Composer Trevor Rabin is Tired of People Using His “Remember The Titans” Theme (And Not Telling Him)
LOS ANGELES — Composer Trevor Rabin has created some of the most beautiful film scores of the past two decades, and several worldwide hits with his rock band Yes!, but there’s one stirring score that he can’t escape.
“The score for Remember The Titans is one of the scores I was very happy with, which doesn’t happen very often,” he told the crew of SCORE: A Film Music Documentary in an interview featured in the accompanying book, SCORE: The Interviews.
His tune has since been used in a handful of other capacities, including as a live soundtrack for then-President-elect Barack Obama in his 2008 election night address.
“I’ll never forget this as long as I live,” Rabin said. “The phone rang, and it was Joel McNeely, who’s a friend of mine and a great composer, and he said, ‘I’m at the convention, and ‘Remember The Titans’ is playing as loud as a Kiss concert.’ Fireworks were going on, and it was quite a moment.”
“I never really thought about whether it could be used elsewhere, and then to hear it at Obama’s speech, and it worked so well,” he told the crew of SCORE: A Film Music Documentary, which will be released in theaters this June. “I kind of got a lump in my throat.”
Only one complaint, which Rabin shared in the never-before-seen interview.
“I wasn’t asked, which I’m not happy about, but I’m very happy it was on Obama’s speech rather than the other guy,” he said with a smile.
The Remember The Titans theme has been used for a handful of other uses.
Rabin says it’s always a little strange to hear your music in a completely different context, such as the Olympics broadcasts on NBC or at sporting events in stadiums and arenas.
“It’s quite interesting watching it being used for something completely different, he said. “Sports, as it may be, and in Obama’s case, politics.”
Rabin jokes that some of the magic of President-elect Obama’s historic speech came from his music.
“It might have been him, but I like to take credit for it,” he said, laughing. “Yeah, it was all me.”
The never-before-seen interview with Rabin is one of dozens featured in the new book SCORE: The Interviews, available in paperback and on Kindle — a treasure trove of rare interviews and insight with dozens of composers and directors will accompany the May release of SCORE: A Film Music Documentary.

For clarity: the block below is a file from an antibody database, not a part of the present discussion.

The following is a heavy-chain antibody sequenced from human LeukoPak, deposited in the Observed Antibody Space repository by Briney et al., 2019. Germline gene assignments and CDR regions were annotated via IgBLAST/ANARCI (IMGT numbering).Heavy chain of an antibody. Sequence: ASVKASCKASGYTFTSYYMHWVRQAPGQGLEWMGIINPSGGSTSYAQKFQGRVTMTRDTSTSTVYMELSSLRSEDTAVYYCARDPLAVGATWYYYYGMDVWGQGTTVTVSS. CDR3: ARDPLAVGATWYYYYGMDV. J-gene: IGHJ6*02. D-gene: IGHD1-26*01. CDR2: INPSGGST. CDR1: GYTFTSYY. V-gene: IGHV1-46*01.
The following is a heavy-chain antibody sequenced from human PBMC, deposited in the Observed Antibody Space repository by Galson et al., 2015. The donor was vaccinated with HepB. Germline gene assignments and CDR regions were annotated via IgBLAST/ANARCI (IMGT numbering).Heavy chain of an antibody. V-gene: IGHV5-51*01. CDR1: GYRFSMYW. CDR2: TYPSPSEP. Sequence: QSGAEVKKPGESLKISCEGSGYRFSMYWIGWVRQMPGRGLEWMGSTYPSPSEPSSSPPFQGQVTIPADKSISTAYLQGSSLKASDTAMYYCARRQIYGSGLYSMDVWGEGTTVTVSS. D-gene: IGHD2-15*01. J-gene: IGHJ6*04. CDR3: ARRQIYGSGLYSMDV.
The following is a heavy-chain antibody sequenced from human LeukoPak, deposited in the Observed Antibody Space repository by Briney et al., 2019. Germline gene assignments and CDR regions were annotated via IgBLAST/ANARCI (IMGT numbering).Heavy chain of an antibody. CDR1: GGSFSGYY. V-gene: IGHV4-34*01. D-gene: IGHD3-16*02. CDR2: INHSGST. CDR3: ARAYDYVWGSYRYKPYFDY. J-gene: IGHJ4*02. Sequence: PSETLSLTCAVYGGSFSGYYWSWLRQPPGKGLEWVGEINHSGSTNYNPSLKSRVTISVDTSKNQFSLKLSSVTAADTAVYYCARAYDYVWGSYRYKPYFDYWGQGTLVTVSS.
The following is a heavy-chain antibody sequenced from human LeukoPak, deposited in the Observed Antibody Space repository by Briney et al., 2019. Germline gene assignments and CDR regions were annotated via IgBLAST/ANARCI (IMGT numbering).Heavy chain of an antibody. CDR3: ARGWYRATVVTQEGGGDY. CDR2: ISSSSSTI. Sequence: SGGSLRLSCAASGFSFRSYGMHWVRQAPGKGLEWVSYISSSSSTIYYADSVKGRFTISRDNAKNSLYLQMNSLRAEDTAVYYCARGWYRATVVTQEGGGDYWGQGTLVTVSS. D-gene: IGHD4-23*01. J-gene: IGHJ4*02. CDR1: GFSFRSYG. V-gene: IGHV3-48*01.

The 352-page paperback book is packed with insider stories and never-before-heard in-depth interviews with dozens of maestros of the modern age, including Hans Zimmer, James Cameron, Quincy Jones, Rachel Portman, and one of the last long-form interviews conducted with Hollywood icon Garry Marshall.
Readers will step into the soundproof studios of film's top composers with the SCORE team to experience composers' journeys, struggles, secrets and how they find their groove.
The book is available on Amazon.
Composers Hans Zimmer (The Lion King, Gladiator, Pirates of the Caribbean, The Dark Knight, Inception), Quincy Jones (The Color Purple, The Pawnbroker, In Cold Blood), Randy Newman (Toy Story, Monsters, Inc., The Natural), Howard Shore (The Lord of the Rings, The Hobbit, Seven), Trent Reznor (The Social Network, Gone Girl, Nine Inch Nails), Tom Holkenborg (Mad Max: Fury Road, Batman v. Superman) and more. Plus, hear rare insight from director James Cameron and the legacy of James Horner, along with one of the final interviews conducted with legendary director Garry Marshall.
Modern maestros reveal their creative secrets.
Composer David Arnold: Bond, the British sound and using music from dreams.
Director James Cameron: How score shapes a film and working with James Horner.
Composer Quincy Jones: Music s evolution and emotive power on us.
Composer Randy Newman: Great film music in history and scoring for animated films.
Composer Rachel Portman: Using music to your advantage and female film composers.
Composer Howard Shore: The great epic film score and connecting all the dots.
Composer Hans Zimmer: The joy (and vulnerability) of musical experimentation.
Director Garry Marshall: How to use music to fill, fix and enhance film.
Composer Bear McCreary: Creating an efficient, tight-knit film composing team.
Goosebumps and exploring music's cutting edge.
Composers Trent Reznor & Atticus Ross: Production value and the film score as an album.
Composer Brian Tyler: Growth, excitement and striving for perfection.
Composer Mychael Danna: Musical styles across different nationalities.
Composer Tom Holkenborg: Intensity and goosebumps.
Composer Harry Gregson-Williams: Traditional score meets technology.
Composer Steve Jablonsky: Reinventing electronic sounds.
Composer John Debney: Inspirations from childhood to the scoring stage.
Composer Trevor Rabin: Wrestling with the clock and working with producers.
Composer Patrick Doyle: Life and passion reflecting through music.
Inspiration and film music's worldwide impact across languages.
Composer Mervyn Warren: A record producer approach to film scores.
Composer John Powell: Flipping the film score on its head.
Composer Alexandre Desplat: International influence and the beauty of music.
Composer Elliot Goldenthal: Deadline pressure and mastering a sound.
Composer Henry Jackman: The British film score invasion and melody.
Composer Marco Beltrami: Finding the right sound and music for thrillers.
Composer Mark Mothersbaugh: The rockstar-turned-composer.